Ongoing development

In response to the evaluation of the AT training project, the hospital has continued to promote the online modules. Several measures have been put in place to ensure the ongoing development of module uptake across all clinical staff:

  • Hospital nursing staff are asked to complete the foundation module before doing any core skill updates. New staff will to be asked to complete the modules for induction training.
  • Blood culture collection training is incorporated in the venepuncture study day, with staff being asked to complete the relevant module before the session.
  • A plan to train existing staff to take blood cultures is currently being discussed with clinical educators.

We are developing a blood culture record sticker to be trialed in cardio-thoracic wards. This will be placed in the patient’s notes when blood cultures have been taken and will prompt staff to document the procedure including the draw site, date and time of the sample, and the name and signature of the person who took the sample. It will also prompt staff to use the correct technique.

Challenges with implementation

The two main problems encountered by the facilitator implementing the model ward project were time constraints and staff engagement. The senior charge nurse on the model ward agreed to allocate staff time to complete the modules but delays were encountered due to workload pressures.

For some staff members, anxiety during observation of practice was also evident; for these individuals, reassurance about the rationale of the project and consequent observation of practice helped alleviate anxiety. Conversely, staff may have also made more effort to get things right because they were being observed, thereby not necessarily behaving as they normally would.

Another issue encountered was with observation of AT practices when taking blood cultures. This was due to the fact that it is impossible to predict when cultures will need to be taken. To overcome this problem, simulated practice and discussion was used to evaluate technique.

If undertaking a similar project it may be beneficial to have more specific time frames for the completion of modules. This would lead to more efficient use of both staff members’ and the facilitator’s time. The audit results suggest the model ward is an effective method of embedding a standardised approach to AT into practice, although staff engagement, a structured approach and a dedicated facilitator are vital to success (Box 3).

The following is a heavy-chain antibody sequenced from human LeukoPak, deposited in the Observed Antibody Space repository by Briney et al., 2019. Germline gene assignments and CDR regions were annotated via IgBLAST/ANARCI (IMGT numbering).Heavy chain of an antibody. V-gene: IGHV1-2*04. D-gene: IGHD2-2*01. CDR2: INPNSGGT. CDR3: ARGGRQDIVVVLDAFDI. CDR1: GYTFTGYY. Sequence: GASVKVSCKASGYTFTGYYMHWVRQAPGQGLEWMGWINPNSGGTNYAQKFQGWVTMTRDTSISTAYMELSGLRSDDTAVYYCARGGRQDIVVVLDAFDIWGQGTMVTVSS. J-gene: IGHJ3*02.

Box 3. Success factors and wider impacts

  • Engagement of staff at all levels was essential for the project goals to be achieved
  • The model ward method - a structured approach - was key to the project’s success
  • Having a dedicated facilitator ensured the project remained a priority
  • Publicising the e-learning programme throughout the hospital resulted in increased uptake of the programme outside of the model ward
  • Application of learning from this initiative can be used more widely

Future developments

In 2015, NES will launch two more modules:

  • AT with central vascular access catheters;
  • AT with arteriovenous fistulas.

NES is also undertaking some targeted work with other NHS boards in Scotland to align further AT practice with the e-learning modules. A comprehensive package of delivery is being developed in light of the findings from GJNH. This package incorporates behaviour patterns, along with potential barriers and levers to using a consistent AT, and will further the creative development of new ideas to increase uptake and engagement across the professions.

Conclusion

The model ward approach, along with publicity by the communications department, resulted in high numbers of clinical staff completing the e-learning education programme.

The application of AT is central to reducing HCAIs and is vital for the prevention of infections associated with invasive devices. Uptake of the e-learning programme, in its entirety, has been successful across Scotland with more than 15,300 modules completed since its launch.

Key points

  • Aseptic technique aims to minimise patients’ risk of healthcare-associated infection
  • Failure to standardise aseptic techniques may contribute to the development of healthcare-associated infection
  • The “model ward” method can be used to help standardise aseptic technique
  • Aseptic technique training can be delivered via e-learning for ward staff
  • Nurses demonstrated better awareness of aseptic technique after completing e-learning modules